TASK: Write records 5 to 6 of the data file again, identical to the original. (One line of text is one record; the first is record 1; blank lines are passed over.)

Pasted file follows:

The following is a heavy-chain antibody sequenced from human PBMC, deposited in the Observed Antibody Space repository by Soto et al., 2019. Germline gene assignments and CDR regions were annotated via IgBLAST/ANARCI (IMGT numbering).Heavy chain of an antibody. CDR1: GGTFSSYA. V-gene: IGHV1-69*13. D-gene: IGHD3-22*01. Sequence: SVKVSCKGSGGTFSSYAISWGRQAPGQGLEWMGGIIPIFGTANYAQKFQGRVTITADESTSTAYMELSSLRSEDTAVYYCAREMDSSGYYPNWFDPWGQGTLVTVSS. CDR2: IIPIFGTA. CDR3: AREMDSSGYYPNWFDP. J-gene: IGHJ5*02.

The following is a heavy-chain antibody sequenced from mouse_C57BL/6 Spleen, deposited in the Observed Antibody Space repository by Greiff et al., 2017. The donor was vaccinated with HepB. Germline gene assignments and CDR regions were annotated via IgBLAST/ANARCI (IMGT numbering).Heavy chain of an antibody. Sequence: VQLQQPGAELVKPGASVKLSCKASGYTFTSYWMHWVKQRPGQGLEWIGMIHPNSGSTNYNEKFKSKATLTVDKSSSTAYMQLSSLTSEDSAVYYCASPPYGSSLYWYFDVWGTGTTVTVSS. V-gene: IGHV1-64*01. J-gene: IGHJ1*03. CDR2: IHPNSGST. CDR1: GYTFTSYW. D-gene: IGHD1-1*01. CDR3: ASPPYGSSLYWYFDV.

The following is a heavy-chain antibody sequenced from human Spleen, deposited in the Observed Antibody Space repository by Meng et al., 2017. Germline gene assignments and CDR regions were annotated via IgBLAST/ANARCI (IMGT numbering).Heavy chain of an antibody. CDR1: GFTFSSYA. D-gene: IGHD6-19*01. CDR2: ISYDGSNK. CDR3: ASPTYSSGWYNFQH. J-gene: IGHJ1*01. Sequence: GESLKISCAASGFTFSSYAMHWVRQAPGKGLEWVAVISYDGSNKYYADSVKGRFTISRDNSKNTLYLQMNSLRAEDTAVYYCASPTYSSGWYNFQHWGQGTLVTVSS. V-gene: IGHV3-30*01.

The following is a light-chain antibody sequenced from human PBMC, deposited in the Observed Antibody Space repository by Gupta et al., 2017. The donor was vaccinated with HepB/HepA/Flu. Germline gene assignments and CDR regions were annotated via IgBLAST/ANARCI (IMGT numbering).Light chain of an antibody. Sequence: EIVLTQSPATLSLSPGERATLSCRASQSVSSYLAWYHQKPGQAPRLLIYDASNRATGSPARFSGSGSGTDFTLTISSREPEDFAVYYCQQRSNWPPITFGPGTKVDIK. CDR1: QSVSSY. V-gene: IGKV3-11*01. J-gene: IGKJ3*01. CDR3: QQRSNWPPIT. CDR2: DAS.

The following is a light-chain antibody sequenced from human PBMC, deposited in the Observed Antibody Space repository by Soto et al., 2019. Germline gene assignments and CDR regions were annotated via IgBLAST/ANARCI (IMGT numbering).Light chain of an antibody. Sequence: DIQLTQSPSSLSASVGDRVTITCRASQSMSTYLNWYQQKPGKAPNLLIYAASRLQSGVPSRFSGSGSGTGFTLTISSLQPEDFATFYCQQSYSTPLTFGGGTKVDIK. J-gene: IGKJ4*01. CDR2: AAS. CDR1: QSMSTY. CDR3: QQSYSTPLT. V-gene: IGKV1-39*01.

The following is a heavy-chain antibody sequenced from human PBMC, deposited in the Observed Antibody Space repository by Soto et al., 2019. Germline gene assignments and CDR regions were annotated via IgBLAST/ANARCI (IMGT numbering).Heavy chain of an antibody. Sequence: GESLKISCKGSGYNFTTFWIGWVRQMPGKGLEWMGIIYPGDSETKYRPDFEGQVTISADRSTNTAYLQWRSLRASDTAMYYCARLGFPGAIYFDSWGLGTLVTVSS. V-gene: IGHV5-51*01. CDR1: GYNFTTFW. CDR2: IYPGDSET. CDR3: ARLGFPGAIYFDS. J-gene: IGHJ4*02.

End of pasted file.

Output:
The following is a light-chain antibody sequenced from human PBMC, deposited in the Observed Antibody Space repository by Soto et al., 2019. Germline gene assignments and CDR regions were annotated via IgBLAST/ANARCI (IMGT numbering).Light chain of an antibody. Sequence: DIQLTQSPSSLSASVGDRVTITCRASQSMSTYLNWYQQKPGKAPNLLIYAASRLQSGVPSRFSGSGSGTGFTLTISSLQPEDFATFYCQQSYSTPLTFGGGTKVDIK. J-gene: IGKJ4*01. CDR2: AAS. CDR1: QSMSTY. CDR3: QQSYSTPLT. V-gene: IGKV1-39*01.

The following is a heavy-chain antibody sequenced from human PBMC, deposited in the Observed Antibody Space repository by Soto et al., 2019. Germline gene assignments and CDR regions were annotated via IgBLAST/ANARCI (IMGT numbering).Heavy chain of an antibody. Sequence: GESLKISCKGSGYNFTTFWIGWVRQMPGKGLEWMGIIYPGDSETKYRPDFEGQVTISADRSTNTAYLQWRSLRASDTAMYYCARLGFPGAIYFDSWGLGTLVTVSS. V-gene: IGHV5-51*01. CDR1: GYNFTTFW. CDR2: IYPGDSET. CDR3: ARLGFPGAIYFDS. J-gene: IGHJ4*02.